recognizing the principle of timeliness in the statutesSummary of this case from State v. Edgmand
No. B51-426, CA 16632, SC 27217
Argued and submitted in Eugene November 7, 1980.
Affirmed March 4, 1981.
John Halpern, Jr., Eugene, argued the cause and filed the brief for petitioner.
James E. Mountain, Jr., argued the cause for respondent. On the brief were James M. Brown, Attorney General, Walter L. Barrie, Solicitor General, and Christian W. Van Dyke, Assistant Attorney General, Salem.
Defendant was convicted of resisting arrest. ORS 162.315. On appeal he assigned as error the denial of his pretrial "motion in limine" to exclude testimony relating to events preceding his arrest on the ground that any relevance of such evidence was outweighed by its prejudice and that such testimony would also improperly introduce evidence of other crimes. The Court of Appeals affirmed per curiam, 47 Or. App. 3, 613 P.2d 110 (1980), citing State v. Hein, 31 Or. App. 147, 570 P.2d 82 (1977). We allowed defendant's petition for review.
This case presents two problems: (1) whether the denial of a "motion in limine" in a criminal case to exclude irrelevant or prejudicial evidence can provide the basis for an appeal and (2) if so, whether the testimony relating to events preceding defendant's arrest was improperly received.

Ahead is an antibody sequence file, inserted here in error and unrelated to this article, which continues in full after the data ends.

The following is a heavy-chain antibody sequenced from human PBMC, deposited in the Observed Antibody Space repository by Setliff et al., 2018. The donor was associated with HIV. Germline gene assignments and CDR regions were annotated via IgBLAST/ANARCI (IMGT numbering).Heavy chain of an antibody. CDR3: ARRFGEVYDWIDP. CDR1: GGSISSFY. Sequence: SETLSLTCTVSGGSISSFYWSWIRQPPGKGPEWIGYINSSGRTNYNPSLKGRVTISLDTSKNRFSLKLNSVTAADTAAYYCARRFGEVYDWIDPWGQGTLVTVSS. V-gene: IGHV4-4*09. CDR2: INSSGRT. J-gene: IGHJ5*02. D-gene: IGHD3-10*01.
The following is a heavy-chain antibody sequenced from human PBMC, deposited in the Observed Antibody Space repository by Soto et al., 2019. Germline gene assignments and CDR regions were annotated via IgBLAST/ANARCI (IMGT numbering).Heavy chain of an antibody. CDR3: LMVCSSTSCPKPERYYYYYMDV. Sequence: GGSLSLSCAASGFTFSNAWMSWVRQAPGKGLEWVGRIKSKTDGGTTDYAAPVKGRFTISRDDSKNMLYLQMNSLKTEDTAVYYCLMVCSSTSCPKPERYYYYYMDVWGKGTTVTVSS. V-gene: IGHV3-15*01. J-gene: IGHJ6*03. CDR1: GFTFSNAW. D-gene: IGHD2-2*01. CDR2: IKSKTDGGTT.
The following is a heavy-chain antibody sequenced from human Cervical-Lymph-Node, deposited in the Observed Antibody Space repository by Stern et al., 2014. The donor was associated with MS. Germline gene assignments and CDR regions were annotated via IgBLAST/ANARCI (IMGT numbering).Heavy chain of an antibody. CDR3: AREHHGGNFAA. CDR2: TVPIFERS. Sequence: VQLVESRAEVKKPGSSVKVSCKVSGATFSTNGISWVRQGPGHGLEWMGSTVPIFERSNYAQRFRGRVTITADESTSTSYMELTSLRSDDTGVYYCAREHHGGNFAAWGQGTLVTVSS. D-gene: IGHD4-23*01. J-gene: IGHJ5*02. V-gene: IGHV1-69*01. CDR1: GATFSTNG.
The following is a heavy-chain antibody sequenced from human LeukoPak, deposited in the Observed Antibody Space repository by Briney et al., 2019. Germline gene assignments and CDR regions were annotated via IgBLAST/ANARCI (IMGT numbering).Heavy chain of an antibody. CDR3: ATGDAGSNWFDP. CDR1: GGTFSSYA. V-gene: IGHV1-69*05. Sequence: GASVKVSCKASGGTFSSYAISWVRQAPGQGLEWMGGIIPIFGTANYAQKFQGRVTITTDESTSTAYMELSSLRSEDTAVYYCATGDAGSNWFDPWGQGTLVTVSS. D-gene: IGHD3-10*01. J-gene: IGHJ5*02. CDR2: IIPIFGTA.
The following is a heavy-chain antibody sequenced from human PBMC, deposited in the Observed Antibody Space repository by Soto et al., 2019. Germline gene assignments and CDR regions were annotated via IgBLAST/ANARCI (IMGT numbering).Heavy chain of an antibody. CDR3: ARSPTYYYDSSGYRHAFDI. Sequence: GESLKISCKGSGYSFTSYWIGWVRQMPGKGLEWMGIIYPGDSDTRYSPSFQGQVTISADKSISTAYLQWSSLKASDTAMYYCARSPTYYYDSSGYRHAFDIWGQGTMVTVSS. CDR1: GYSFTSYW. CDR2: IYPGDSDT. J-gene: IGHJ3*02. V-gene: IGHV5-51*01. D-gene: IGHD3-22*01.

1. Defendant's "motion in limine."
At the outset it should be noted that there has been considerable confusion about "motions in limine." It has been said that the use of "motions in limine" in criminal cases was encouraged by this court by a passing reference in Ingram v. Allen, 273 Or. 890, 891, 544 P.2d 167 (1975), to the filing in that case of a "motion in limine" asking that the jury make special findings in lieu of a general verdict. See Snouffer, Criminal Trial Procedure, § 1330 (Oct. 1980 Supp., Or. St. Bar CLE). This court also referred to objections to evidence by defendants in advance of trials in criminal cases in State v. Koennecke, 274 Or. 169, 172, 545 P.2d 127 (1976), in quoting from another case in another context. See also Anno. 63 ALR 3d 311.
The term "motion in limine" has been used as if it described a specific and recognized legal procedure. The use of Latin instead of English conveys such an impression. The words "in limine" simply mean preliminary ("at the threshold," Black's Law Dictionary). Defendant's motion in this case was an oral motion made on the day of trial, prior to the receipt of any evidence.
In response to a question from this court, the state contends that this court should not consider the merits of defendant's "motion in limine" because, having been made on the morning of trial, it was untimely and because the trial court was not required by ORS 135.037 (3) to rule on it. Regardless of whether the court was required to rule, the court did so. The defendant moved the trial court for a ruling. The state did not object either to the timeliness of defendant's motion or to the authority of the trial court to make such a ruling. The court ruled on the merits of the motion contrary to the interests of the defendant. Thus, we conclude that under ORS 138.040, the defendant may properly assign the ruling as error because it is "a decision of the court in an intermediate order or proceeding." (ORS 138.040).